Charles Semones

Other volumes of poetry by Charles Semones are Homeplace (1993), Hard Love (1994), and Afternoon in the Country of Summer: New and Selected Poems (2003). He is also the author of a book of essays, A Storm of Honey: Notes from the Sabbath Country (2004). In 2003, he was given the inaugural Kentucky Literary Award for Excellence in Poetry.

Harking back to the earliest days of his association with Charles Semones in Kentucky, editor Hall points out in And All the Layered Light that he soon discovered he was “a talented, driven poet” unlike others he knew. “He seemed to inhabit another land, another country. Most of his poems were grounded in a place in Central Kentucky he called The Sabbath Country, which I discovered was based on his native Mercer County, and in particular, the rural inhabitants. . . .” In what was to be Semones’s last collection of poems, Hall found “a world of longing and desire, of passion and pursuit, of rapture and depression.” Furthermore, he states, “In his reclusive, gospel-drenched, haunted world of draped mirrors and desperate dog days of summer, the poet-lover moves along his lonely route seeking and hoping for at least a brief respite from the Gothic horrors, internal and external, that curse his journey. Semones’s own autobiographical travels and travails, which he has translated into a universal poetry of the soul, will resonate deeply with anyone who thinks deeply about the human condition.”

And All the Layered Light is available from NewSouth Books or your favorite bookstore.

Andrew Glaze, Poet Laureate of Alabama, inducted into Alabama Writers Hall of Fame at inaugural ceremony

Monday, June 15th, 2015 by Anna Fahlberg

Overheard in a Drugstore by Andrew GlazeAndrew Glaze, Poet Laureate of Alabama and author of the forthcoming poetry collection Overheard in a Bookstore and also Remembering Thunder, has been inducted into the Alabama Writers Hall of Fame. The event was hosted by the Alabama Center for the Book and sponsored by the Alabama Writers’ Forum.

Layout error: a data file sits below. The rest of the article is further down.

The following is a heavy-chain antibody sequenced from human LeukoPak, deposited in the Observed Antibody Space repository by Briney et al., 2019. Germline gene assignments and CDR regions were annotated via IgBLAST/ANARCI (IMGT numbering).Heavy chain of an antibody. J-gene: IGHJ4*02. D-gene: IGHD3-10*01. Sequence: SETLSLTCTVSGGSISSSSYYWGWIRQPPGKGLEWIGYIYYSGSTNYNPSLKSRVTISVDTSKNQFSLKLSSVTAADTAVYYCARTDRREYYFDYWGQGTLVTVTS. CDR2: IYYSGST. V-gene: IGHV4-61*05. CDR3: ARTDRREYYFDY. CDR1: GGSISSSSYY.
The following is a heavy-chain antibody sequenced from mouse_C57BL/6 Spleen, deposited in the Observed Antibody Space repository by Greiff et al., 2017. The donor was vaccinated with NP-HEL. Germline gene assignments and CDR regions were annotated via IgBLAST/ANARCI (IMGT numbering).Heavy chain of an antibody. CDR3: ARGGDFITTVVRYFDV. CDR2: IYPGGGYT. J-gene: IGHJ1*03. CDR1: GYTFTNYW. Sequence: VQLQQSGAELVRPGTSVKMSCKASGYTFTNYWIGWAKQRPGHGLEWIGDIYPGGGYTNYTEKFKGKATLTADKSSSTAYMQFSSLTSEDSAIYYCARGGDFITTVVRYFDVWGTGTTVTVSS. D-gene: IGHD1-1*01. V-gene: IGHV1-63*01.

Glaze, currently in his nineties, was the oldest living recipient of the award. In addition to Andrew Glaze, other notable inductees include Harper Lee and Pulitzer Prize-winner Rick Bragg. Posthumous recipients included Zora Neale Hurston, novelist Albert Murray, and writer Helen Keller. An Associated Press article on the event was carried nationwide, including in the Park Record of Park City, Utah.

At the Alabama Writers Hall of Fame induction ceremony, from left: Cathy Randall (for Harper Lee); Keller Johnson Thompson (for Helen Keller); Bert Hitchcock (for Johnson Jones Hooper); Sonia Sanchez; Andrew Glaze; Rick Bragg; John Jeter (for Sena Jeter Naslund); Valerie Boyd (for Zora Neale Hurston); Paul Devlin (for Albert Murray); Kathleen Thompson (for Helen Norris Bell); Edward Russell March III (for William March); Mary Lou Meaher (for Augusta Jane Evans Wilson). Photo by Elizabeth Wyngarden Limbaugh.